Social Democratic and Labour Party (SDLP) sources believed a possible solution was emerging. (Blair’s attendance at the Stormont talks meant that he missed the opening of the Scottish Parliament.)

The Democratic Unionist Party (DUP) won a council by-election in Lisburn. Peter Robinson, then Deputy Leader of the DUP, said this victory in a Ulster Unionist Party (UUP) safe seat was a “final warning” to David Trimble  then leader of the UUP.

Those Loyalist paramilitary groups who were then on ceasefire issued a warning to “hooligans and looters” that pro-Drumcree rioting would not be tolerated.

drumcree church at night

See Drumcree Conflict

William Whitelaw, who had been appointed as the first Secretary of State for Northern Ireland following the imposition of Direct Rule in 1972, died in London aged 81.

Sunday 1 July 2001

Trimble Resigned As First Minister

The resignation of David Trimble, then leader of the Ulster Unionist Party (UUP), as First Minister took effect as of midnight on Saturday.

Trimble called on Tony Blair, then British Prime Minister, to suspend the Northern Ireland Assembly (NIA) and the other institutions established under the Good Friday agreement.

The procedures of the NIA allowed for a six-week period during which a new First Minister and Deputy First Minister would have to be elected otherwise new elections to the Assembly would have to be called.

Another option would be for the British government to suspend the Assembly and the institutions and reintroduce Direct Rule. The final option was for there to be a temporary suspension which would have the effect of extending the period in which to find agreement.

The Assembly was suspended for 24 hours beginning on Friday 10 August 2001.

 

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Remembering all innocent victims of the Troubles

Today is the anniversary of the death of the following people killed as a results of the conflict in Northern Ireland

“To live in hearts we leave behind is not to die

– Thomas Campbell

To the innocent on the list – Your memory will live forever

– To the Paramilitaries –

There are many things worth living for, a few things worth dying for, but nothing worth killing for.

10 People lost their lives on the 1st July between 1972 – 1992

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01 July 1972
Paul Jobling  (19)

nfNI
Status: Civilian (Civ),

Killed by: non-specific Loyalist group (LOY)
English visitor. Found shot on waste ground, Westway Drive, Glencairn, Belfast.

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01 July 1972
Daniel Hayes  (40)

Catholic
Status: Civilian (Civ),

Killed by: non-specific Loyalist group (LOY)
Found shot in playground, Penrith Street, Shankill, Belfast.

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01 July 1973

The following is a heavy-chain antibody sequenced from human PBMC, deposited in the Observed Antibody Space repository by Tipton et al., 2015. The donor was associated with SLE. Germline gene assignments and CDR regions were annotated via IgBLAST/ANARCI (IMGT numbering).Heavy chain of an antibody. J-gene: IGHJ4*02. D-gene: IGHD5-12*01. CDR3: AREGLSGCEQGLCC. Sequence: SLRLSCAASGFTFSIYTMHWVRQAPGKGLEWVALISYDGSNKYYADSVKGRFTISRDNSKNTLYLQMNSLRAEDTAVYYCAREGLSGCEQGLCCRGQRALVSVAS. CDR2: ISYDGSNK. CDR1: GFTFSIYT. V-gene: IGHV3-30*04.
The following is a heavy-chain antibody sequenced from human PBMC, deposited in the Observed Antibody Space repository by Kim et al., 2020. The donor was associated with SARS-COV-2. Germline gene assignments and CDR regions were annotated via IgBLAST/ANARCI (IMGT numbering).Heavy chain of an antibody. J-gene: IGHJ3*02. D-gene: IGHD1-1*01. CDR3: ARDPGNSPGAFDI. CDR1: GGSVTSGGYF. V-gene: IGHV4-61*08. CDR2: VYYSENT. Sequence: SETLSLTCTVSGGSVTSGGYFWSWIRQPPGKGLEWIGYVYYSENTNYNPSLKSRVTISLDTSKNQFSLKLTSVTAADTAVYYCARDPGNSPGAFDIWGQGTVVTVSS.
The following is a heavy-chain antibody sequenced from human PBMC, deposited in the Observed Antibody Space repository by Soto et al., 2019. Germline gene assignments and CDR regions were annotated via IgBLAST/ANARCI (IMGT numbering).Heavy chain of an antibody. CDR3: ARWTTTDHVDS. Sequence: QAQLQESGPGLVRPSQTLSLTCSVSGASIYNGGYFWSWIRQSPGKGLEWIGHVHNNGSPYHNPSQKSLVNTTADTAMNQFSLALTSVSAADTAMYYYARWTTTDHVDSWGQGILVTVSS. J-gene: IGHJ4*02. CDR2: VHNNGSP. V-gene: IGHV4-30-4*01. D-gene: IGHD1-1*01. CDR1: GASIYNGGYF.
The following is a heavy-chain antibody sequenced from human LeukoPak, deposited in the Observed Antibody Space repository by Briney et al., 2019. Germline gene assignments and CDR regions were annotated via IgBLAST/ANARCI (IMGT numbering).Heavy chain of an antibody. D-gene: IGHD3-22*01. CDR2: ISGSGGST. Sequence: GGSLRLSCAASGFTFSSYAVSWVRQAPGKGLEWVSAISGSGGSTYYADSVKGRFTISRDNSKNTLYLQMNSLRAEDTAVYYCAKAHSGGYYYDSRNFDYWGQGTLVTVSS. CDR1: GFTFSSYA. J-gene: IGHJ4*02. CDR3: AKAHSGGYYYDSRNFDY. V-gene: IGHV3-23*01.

Reginald Roberts   (25)

nfNI
Status: British Army (BA),

Killed by: Irish Republican Army (IRA)
Shot by sniper while on British Army (BA) foot patrol, Bull Ring, Ballymurphy, Belfast

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01 July 1976
Brian Palmer   (39)

Catholic
Status: Civilian (Civ),

Killed by: Irish Republican Army (IRA)
Shot while in Finaghy Roadhouse Bar, Finaghy Road North, Belfast. Alleged informer.

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01 July 1980


Terence O’Neill   (26)

Catholic
Status: Irish Republican Army (IRA),

Killed by: Royal Ulster Constabulary (RUC)
Shot while running away from Whiterock Community Centre, Ballymurphy, Belfast.

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01 July 1986


Robert Hill  (22)

Protestant
Status: Ulster Defence Regiment (UDR),

Killed by: Irish Republican Army (IRA)
Off duty. Killed by booby trap bomb attached to his car outside his home, Drumaness, near Ballynahinch, County Down.

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01 July 1989


Norman Annett   (56)

Protestant
Status: Royal Ulster Constabulary (RUC),

Killed by: Irish Republican Army (IRA)
Off duty. Shot while visiting his mother’s home, Carhill Road, Garvagh, County Derry

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01 July 1992


Gregory Burns   (34)

Catholic
Status: Irish Republican Army (IRA),

Killed by: Irish Republican Army (IRA)
Found shot Cullaville Road, near Crossmaglen, County Armagh. Alleged informer.

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01 July 1992


John Dignam  (32)

Catholic
Status: Irish Republican Army (IRA),

Killed by: Irish Republican Army (IRA)
Found shot at Mountain Road, Lislea, County Armagh. Alleged informer.

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01 July 1992


Aidan Starrs  (29)

Catholic
Status: Irish Republican Army (IRA), K

illed by: Irish Republican Army (IRA)
Found shot at Dundalk Road, near Newtownhamilton, County Armagh. Alleged informer.